A U.S. Customs and Border Protection helicopter spotted the overturned boat late Thursday morning.
"If not for that, we would not have known about this until someone would have found any sign or received reports from people that their loved ones are missing," Castrodad said. “They found them early enough that we were able to coordinate a response.”
The boat was spotted more than 11 miles (18 kilometers) north of the uninhabited island of Desecheo, which is off Puerto Rico's west coast. The U.S. Coast Guard said those rescued were 20 men and 11 women.
The capsizing comes less than a week after the U.S. Coast Guard and Dominican navy on Saturday rescued 68 migrants in the Mona Passage, a treacherous area between Puerto Rico and the Dominican Republic. One woman believed to be from Haiti died, Castrodad said.
“These voyages are dangerous,” Castrodad said. “They're unsafe, they are grossly overloaded ... (and) no lifesaving equipment. It wouldn't really take much for any of these vessels to capsize.”
From October 2021 to March, 571 Haitians and 252 people from the Dominican Republic were detained in waters around Puerto Rico and the U.S. Virgin Islands, according to U.S. Customs and Border Protection. The majority of those Haitians, 348 of them, landed in Puerto Rico’s uninhabited Mona Island and were rescued.
In fiscal year 2021, 310 Haitians and 354 Dominicans were detained, compared with the 22 Haitians and 313 Dominicans apprehended in fiscal year 2020.
Meanwhile, the U.S. Coast Guard said that in the fiscal year that ended Sept. 30, it apprehended 1,527 Haitians, 838 Cubans and 742 people from the Dominican Republic in the region, which includes Florida and the Caribbean.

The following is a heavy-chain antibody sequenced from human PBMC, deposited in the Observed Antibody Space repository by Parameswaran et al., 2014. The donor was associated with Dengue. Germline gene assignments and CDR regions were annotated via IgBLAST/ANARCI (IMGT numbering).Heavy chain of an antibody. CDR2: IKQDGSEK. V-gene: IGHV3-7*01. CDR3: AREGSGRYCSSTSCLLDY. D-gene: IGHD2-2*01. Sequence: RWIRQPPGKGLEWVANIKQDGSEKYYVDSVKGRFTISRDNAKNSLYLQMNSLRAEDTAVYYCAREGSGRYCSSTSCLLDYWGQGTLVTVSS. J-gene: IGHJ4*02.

Since then, trips of human smuggling boats have only increased, authorities say.
In January, the Coast Guard searched for at least 38 people missing off Florida’s coast after a suspected human smuggling boat that had left the Bahamas capsized in a storm. A sole survivor was reported.
Hundreds of Haitians have arrived in Florida alone in recent months after swimming ashore.
Haiti is struggling with a surge in gang-related violence that has killed dozens of people, including women and children, and caused thousands of families to flee their homes. Kidnappings also have spiked, including those of eight Turkish citizens who on Sunday were forced off a bus they had boarded in the Dominican Republic.
Kidnappings in the country of more than 11 million people have increased 180% and homicides are up 17% in the past year, according to the United Nations, which last week expressed concern over “the rapid deterioration of security and human rights” in Haiti.
Many have criticized the administration of U.S. President Joe Biden for deporting more than 20,000 Haitians in recent months given the country's deepening turmoil.